The U.S. Department of Agriculture’s efforts to require birthday party entertainer Marty the Magician to develop a written “disaster plan” for taking care of his rabbit is a clear example of the way America’s regulatory state has grown out of control. But using it as a way to make the case for regulatory reform is an oversimplification that neglects a stronger — if less talk radio friendly — case for the reform America needs.

Put simply, silly regulations aren’t always that harmful and harmful regulations aren’t always that silly.

Let’s start with the facts of Marty’s case. While there is a decent public health case for regulating big zoos, major commercial farms, and big labs partly under federal laws (particularly in relation to animal-borne diseases that might spread to humans), an owner of a single bunny rabbit should be regulated on a purely local level, if at all. Any mandate on what’s basically a household pet simply lies outside of federal purview.

That said, the impacts of birthday-party magic bunny-rabbit regulation simply will not be all that vast. Birthday party magic is not a major economic engine anywhere. The paperwork burden of a rabbit-oriented disaster plan, likewise, is probably more a nuisance than an actual impediment to anybody setting up a birthday party magic business. In short, the quantifiable harm done by the regulations on Marty appear pretty modest.

But an overgrown regulatory state can cost quite a lot. For example, the new regulations that President Barack Obama wants to impose on power plants under the Clean Air Act are likely to have a massive cost and, coupled with other efforts to centrally plan the energy economy, could do vast economic harm. That said, as bad and detrimental as they are, the regulations aren’t silly: carbon pollution and the climate change that results from it are both real problems.

The fact that President Obama has proposed a poor solution to these problems doesn’t diminish their importance. People who don’t like Obama’s proposals face a burden to either produce a different set of solutions or present an airtight case that public sector action is somehow inappropriate for the issue in question. Even if the second case can be proven — and I don’t see how it can in the case of climate change — it still doesn’t make President Obama’s actions self-evidently silly.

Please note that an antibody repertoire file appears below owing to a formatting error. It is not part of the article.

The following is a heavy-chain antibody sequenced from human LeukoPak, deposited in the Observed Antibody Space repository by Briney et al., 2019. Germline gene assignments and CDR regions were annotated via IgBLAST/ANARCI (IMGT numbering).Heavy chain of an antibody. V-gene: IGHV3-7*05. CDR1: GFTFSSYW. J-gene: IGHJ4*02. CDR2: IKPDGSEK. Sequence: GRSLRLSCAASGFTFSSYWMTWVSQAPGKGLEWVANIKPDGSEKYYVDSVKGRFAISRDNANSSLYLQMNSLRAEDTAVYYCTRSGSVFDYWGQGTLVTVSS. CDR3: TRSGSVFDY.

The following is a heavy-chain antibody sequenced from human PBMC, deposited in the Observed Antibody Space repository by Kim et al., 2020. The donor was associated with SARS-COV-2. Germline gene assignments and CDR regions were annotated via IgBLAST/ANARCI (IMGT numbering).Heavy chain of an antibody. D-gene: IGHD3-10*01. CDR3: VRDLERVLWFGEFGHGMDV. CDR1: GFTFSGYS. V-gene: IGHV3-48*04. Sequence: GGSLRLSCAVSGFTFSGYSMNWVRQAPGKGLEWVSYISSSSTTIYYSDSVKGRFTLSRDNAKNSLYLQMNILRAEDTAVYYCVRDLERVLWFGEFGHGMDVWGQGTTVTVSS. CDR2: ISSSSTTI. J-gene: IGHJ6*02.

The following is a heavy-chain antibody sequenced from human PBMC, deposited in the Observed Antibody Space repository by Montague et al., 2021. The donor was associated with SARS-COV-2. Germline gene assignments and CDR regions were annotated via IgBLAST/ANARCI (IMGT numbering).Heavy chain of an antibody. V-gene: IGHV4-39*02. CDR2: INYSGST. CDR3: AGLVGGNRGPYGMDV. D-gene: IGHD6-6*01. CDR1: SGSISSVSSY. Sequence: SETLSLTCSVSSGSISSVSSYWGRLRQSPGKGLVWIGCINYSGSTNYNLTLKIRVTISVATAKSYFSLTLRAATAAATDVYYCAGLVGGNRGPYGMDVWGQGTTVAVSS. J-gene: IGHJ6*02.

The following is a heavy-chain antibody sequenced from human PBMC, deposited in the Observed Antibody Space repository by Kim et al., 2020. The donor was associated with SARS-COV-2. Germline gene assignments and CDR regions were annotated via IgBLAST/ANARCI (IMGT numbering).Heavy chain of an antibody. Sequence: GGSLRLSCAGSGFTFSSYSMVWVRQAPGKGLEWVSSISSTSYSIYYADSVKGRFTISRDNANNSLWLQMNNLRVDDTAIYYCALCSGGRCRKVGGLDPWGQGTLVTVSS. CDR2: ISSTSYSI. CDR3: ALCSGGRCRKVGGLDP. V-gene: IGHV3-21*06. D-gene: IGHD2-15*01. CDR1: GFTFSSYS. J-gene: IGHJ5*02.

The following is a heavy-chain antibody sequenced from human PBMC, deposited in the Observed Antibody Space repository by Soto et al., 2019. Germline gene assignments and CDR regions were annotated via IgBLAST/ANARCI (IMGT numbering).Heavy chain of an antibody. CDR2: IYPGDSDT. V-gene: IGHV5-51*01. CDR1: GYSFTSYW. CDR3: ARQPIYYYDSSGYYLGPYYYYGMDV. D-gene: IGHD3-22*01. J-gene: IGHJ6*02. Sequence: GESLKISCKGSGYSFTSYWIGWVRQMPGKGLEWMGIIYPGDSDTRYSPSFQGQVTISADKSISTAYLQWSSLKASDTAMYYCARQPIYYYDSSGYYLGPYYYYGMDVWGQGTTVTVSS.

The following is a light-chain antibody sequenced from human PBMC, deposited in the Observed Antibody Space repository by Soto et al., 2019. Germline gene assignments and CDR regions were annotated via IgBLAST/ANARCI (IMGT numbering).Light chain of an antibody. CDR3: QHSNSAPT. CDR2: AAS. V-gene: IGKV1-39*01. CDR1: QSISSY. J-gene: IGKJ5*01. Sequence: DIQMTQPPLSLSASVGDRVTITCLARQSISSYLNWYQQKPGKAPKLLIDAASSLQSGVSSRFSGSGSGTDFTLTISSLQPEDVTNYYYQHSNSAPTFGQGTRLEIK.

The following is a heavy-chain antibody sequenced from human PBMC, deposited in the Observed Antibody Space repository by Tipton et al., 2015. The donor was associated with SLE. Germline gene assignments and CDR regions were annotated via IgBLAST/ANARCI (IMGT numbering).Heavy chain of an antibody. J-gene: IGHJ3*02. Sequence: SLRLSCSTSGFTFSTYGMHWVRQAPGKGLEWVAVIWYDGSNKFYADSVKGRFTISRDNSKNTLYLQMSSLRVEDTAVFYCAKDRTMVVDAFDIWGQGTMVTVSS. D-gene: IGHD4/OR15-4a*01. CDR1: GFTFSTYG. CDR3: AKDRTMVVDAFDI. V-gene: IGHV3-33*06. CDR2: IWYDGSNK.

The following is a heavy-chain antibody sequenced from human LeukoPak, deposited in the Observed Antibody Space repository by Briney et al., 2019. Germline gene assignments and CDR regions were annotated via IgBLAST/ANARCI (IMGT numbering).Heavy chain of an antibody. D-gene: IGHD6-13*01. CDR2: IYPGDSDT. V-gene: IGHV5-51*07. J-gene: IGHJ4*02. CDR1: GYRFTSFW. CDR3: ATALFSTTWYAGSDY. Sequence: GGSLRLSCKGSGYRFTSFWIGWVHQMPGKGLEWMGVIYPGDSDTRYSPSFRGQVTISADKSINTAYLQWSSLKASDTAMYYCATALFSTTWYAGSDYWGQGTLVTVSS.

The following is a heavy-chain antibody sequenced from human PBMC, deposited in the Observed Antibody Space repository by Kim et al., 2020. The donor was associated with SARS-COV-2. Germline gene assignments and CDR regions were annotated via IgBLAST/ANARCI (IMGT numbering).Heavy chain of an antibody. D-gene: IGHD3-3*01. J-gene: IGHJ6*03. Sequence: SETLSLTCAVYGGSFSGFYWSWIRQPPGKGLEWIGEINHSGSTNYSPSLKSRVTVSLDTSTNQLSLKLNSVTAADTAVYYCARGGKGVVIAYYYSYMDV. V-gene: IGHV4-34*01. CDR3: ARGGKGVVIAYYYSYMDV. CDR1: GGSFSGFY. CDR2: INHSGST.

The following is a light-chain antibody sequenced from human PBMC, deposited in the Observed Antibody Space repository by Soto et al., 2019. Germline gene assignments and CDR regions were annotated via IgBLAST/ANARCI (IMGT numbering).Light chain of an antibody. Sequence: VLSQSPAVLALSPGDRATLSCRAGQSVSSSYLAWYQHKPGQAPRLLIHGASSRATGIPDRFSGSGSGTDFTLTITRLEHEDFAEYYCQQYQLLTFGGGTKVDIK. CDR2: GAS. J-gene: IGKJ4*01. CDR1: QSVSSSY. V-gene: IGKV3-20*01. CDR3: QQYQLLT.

The same logic applies to most other regulations. Big, often overly complex laws intended to protect air, water, food and workplace safety all speak to issues where overwhelming majorities of people see a need for some sort of government action. This doesn’t mean that the current regulations are good (many of them aren’t) but, rather, that people who dislike them can’t honestly compare them to a federal mandate for bunny-rabbit disaster planning.

Furthermore, many of the rules that have the most immediate and direct costs tend to be very popular. For example, the national Do Not Call list, which was so popular that Congress pushed aside other business to affirm it just hours after a court declared one version of it illegal, is one of the few regulations that destroyed jobs all by itself. (It’s very rare that regulations directly outlaw work activities; most regulatory job losses come when added burdens make it unprofitable for employers to continue a specific job.)

In the end, a complex society probably needs some rules that are pretty complicated. Many of the most stupid rules probably aren’t that harmful. Many regulations that are harmful aren’t silly. Dealing with proposed regulations that do the most damage requires a lot more than just saying “get government out of the way.”

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